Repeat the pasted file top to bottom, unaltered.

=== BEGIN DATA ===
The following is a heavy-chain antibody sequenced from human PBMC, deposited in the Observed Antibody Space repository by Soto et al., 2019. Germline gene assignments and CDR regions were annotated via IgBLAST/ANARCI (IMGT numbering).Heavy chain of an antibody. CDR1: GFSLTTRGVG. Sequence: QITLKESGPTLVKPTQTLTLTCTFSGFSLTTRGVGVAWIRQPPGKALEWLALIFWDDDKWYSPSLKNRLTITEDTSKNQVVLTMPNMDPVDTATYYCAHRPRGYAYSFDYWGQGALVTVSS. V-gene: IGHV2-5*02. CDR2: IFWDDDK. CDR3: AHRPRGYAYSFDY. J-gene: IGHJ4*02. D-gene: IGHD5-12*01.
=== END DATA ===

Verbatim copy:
The following is a heavy-chain antibody sequenced from human PBMC, deposited in the Observed Antibody Space repository by Soto et al., 2019. Germline gene assignments and CDR regions were annotated via IgBLAST/ANARCI (IMGT numbering).Heavy chain of an antibody. CDR1: GFSLTTRGVG. Sequence: QITLKESGPTLVKPTQTLTLTCTFSGFSLTTRGVGVAWIRQPPGKALEWLALIFWDDDKWYSPSLKNRLTITEDTSKNQVVLTMPNMDPVDTATYYCAHRPRGYAYSFDYWGQGALVTVSS. V-gene: IGHV2-5*02. CDR2: IFWDDDK. CDR3: AHRPRGYAYSFDY. J-gene: IGHJ4*02. D-gene: IGHD5-12*01.